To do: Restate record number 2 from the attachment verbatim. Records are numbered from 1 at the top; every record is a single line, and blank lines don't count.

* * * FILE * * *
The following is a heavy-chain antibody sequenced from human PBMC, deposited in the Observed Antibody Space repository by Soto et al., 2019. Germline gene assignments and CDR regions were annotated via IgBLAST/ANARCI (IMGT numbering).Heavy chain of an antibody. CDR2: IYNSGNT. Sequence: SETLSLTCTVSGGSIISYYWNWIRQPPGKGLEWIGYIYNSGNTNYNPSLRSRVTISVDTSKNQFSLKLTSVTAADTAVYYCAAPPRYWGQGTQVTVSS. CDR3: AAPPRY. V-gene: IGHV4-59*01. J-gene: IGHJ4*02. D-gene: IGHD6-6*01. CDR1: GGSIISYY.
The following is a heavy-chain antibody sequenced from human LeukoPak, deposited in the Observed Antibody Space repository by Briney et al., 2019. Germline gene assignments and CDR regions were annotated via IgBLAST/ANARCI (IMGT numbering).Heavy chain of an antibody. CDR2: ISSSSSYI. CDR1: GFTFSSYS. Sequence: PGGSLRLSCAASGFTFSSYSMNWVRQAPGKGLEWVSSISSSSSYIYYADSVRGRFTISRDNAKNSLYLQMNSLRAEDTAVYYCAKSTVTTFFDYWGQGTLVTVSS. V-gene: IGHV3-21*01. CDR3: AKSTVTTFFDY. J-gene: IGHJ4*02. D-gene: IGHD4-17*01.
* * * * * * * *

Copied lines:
The following is a heavy-chain antibody sequenced from human LeukoPak, deposited in the Observed Antibody Space repository by Briney et al., 2019. Germline gene assignments and CDR regions were annotated via IgBLAST/ANARCI (IMGT numbering).Heavy chain of an antibody. CDR2: ISSSSSYI. CDR1: GFTFSSYS. Sequence: PGGSLRLSCAASGFTFSSYSMNWVRQAPGKGLEWVSSISSSSSYIYYADSVRGRFTISRDNAKNSLYLQMNSLRAEDTAVYYCAKSTVTTFFDYWGQGTLVTVSS. V-gene: IGHV3-21*01. CDR3: AKSTVTTFFDY. J-gene: IGHJ4*02. D-gene: IGHD4-17*01.